A friend of mine collects old video game consoles, and has a NEC Duo with only a composite output. He wanted a RGB output to plug into his SCART switch, and bought a kit from some French company before he talked me into wiring it up. The kit is a small board and a couple of caps plus a piece of double sided tape, and comes with instructions on an amateur website that I know for a fact is at least partially wrong, for the small sum of around 90$ with shipping (which is ridiculous). I did wire it up as per instructions, but the board quality was horrible (and he paid a small fortune for it!). Every exposed pad for input and output is SMT, copper is super thin, and every pad I tried soldering to ended up lifting in seconds... I did succeed in wiring it by soldering to the onboard through hole caps, and got everything wired nicely inside the casing, but the final result, while it does work and colors do look fine, is full of ghosting to the point where you can't read text on screen. I checked my connections, and added some caps on the output, redid the wiring with twisted pair, but the result is always the same. At this point I think the dubious board is the problem, and I am determined to fix him up a good working replacement. Now I am vaguely aware of what RGB signals look like, but I am wondering if there is any kind of tried and tested RGB amplifier circuit you guys could suggest. TI used to make nice little chips like the LM1203, but they are discontinued and they list no replacement part. A search on digikey for other RGB amplifiers turned out empty. I will be grateful for any leads you could give me... Note that this is not for high-resolution (the console generated 320x240 256 colors AFAIK), but it does need to be able to drive a high resolution LCD. It does not need to be perfect (let's face it it's a 25 years old console), but it needs to be cheap to build, either from discrete components or a chip, small and work properly.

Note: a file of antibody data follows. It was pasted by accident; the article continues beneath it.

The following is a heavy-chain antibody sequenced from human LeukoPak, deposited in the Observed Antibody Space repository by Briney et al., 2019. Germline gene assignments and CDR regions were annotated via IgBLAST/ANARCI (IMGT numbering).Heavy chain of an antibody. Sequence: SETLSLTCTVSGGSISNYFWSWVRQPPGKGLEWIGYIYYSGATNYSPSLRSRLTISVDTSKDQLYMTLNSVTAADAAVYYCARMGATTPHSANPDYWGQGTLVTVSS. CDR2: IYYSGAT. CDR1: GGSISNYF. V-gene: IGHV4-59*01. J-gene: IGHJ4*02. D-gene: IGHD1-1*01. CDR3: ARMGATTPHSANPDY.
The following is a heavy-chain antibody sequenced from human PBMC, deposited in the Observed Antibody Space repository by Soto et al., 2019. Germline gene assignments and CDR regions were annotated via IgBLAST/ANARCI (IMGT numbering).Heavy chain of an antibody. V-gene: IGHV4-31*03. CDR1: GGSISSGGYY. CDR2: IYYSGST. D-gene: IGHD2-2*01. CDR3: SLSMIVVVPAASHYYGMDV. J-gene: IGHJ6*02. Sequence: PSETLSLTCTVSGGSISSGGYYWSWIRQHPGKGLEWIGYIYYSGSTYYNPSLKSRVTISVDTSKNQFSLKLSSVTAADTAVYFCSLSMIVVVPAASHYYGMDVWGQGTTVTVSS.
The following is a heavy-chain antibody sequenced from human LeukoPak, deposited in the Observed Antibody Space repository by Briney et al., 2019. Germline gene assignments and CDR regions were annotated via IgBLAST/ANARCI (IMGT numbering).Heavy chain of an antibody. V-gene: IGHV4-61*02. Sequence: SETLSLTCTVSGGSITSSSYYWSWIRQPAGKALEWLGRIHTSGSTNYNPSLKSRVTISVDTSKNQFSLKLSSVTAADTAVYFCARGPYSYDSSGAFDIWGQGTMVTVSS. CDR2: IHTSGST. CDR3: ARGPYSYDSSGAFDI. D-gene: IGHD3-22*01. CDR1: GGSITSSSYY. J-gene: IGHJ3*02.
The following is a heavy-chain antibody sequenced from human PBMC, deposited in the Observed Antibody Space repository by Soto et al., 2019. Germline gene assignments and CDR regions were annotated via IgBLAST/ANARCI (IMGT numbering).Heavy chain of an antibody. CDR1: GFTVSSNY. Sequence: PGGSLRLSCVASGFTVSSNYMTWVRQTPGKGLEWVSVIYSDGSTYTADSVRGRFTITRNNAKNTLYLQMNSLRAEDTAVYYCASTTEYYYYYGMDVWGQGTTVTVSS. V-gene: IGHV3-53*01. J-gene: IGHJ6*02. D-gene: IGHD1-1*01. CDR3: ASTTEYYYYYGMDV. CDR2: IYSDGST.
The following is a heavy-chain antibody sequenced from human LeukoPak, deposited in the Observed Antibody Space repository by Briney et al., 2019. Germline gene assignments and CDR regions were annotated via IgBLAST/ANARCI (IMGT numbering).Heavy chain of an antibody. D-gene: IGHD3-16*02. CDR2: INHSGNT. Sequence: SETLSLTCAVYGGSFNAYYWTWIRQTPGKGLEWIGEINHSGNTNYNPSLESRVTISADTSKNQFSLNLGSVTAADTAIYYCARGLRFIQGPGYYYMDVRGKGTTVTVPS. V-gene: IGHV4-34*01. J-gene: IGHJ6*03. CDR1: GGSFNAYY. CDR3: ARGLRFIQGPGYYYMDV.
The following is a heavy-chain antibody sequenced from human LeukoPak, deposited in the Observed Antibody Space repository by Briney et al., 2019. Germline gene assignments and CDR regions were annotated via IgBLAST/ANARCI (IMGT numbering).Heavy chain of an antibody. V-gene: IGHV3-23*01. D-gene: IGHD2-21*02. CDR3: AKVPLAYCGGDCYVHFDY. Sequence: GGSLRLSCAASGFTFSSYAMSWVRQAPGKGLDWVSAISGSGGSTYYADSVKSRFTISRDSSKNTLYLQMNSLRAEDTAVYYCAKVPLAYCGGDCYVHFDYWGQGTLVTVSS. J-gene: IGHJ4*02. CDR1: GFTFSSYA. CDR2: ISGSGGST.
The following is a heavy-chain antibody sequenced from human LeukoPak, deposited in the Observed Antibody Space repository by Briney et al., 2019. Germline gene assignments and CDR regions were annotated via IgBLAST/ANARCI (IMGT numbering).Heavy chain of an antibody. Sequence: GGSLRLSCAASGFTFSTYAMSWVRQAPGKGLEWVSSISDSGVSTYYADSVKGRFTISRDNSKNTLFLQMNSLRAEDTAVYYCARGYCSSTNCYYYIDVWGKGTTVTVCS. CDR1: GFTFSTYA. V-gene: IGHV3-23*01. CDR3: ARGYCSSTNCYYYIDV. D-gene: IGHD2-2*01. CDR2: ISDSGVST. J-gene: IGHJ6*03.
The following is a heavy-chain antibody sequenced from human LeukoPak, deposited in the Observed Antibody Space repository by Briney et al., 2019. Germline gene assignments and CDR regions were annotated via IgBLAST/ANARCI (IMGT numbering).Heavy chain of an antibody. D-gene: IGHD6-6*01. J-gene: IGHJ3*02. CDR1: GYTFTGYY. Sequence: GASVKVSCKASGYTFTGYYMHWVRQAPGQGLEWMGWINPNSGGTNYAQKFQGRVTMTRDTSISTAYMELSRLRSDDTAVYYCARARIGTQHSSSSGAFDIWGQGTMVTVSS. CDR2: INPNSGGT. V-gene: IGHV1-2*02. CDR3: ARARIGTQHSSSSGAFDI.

Joined: Fri. Feb 19, 2010
Posts: 728 View posts
Location: Montreal, QC, CA
Last Edited: Fri. Jul 10, 2015 - 05:44 PM